Saturday, November 14, 2009

Obamacare, The House, and the Senate

From The Federalists Papers, article 73:

The oftener the measure is brought under examination, the greater the diversity in the situations of those who are to examine it, the less must be the danger of those errors which flow from want of due deliberation, or of those missteps which proceed from the contagion of some common passion or interest. It is far less probable, that culpable views of any kind should infect all the parts of the government at the same moment and in relation to the same object, than that they should by turns govern and mislead every one of them.
The populist, rash House has passed a travesty of a bill: emotional, power-hungry, the dream of any decent far leftist. Well, with the exception of federal funding for abortion for any female of any species. Things should not go so well in the Senate, where a "greater diversity" of situations and opinions should help bring some sanity to what is a crazy bad piece of legislation.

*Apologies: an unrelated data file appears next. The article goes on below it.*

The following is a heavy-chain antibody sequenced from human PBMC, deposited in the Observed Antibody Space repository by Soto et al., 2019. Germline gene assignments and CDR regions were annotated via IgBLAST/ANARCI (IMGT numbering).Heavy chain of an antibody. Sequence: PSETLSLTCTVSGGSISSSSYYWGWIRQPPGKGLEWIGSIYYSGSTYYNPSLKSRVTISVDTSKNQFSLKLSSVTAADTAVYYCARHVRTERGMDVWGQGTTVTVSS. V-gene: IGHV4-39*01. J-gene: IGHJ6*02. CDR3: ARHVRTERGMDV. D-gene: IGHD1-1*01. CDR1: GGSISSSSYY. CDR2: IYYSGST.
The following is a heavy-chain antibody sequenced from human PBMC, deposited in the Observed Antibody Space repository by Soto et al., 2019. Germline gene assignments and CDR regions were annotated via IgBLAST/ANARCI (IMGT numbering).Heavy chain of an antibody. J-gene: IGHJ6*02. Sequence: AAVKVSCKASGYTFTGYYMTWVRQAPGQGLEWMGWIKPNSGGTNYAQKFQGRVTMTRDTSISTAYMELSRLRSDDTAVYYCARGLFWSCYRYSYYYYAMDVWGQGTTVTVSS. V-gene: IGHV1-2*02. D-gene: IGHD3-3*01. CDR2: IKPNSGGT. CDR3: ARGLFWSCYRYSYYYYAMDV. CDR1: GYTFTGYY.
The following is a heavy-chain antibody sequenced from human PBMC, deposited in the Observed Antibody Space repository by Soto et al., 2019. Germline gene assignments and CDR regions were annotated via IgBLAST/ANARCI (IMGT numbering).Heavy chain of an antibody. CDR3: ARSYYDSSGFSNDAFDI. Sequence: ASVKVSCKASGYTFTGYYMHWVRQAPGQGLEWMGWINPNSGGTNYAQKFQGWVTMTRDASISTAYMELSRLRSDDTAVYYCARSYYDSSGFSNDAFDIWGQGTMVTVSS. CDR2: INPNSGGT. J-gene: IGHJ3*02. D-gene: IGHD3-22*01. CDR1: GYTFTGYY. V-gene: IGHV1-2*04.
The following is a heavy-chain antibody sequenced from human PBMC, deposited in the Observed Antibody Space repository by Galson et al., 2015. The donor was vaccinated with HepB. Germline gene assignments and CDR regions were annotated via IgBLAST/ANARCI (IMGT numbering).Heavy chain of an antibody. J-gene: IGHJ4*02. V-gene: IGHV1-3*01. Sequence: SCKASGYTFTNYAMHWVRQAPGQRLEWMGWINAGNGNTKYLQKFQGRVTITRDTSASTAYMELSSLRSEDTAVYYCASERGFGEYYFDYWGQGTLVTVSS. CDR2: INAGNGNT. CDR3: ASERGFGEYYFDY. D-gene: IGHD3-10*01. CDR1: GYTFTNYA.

This is a great teaching moment in the history of the United States. Did the founders understand how treacherous simple democracies could be, and did they take steps to anticipate effective ways to stymie mob rule? The sedate, royal, sophisticated state of affairs in the Senate--all in comparison to the mob rule tendencies at the moment in the House--may be about to tell us something about the wisdom and greatness of the founder's vision.

As Abe Lincoln is known to have said: "You can fool some of the people all of the time, and all of the people some of the time, but..."

Friday, November 13, 2009

Attention CORMAC MCCARTHY fans

There is a really good interview with the author of THE ROAD in today's Wall Street Journal. A few snippets:

WSJ: Does [the] issue of length [of a movie] apply to books, too? Is a 1,000 page book somehow too much?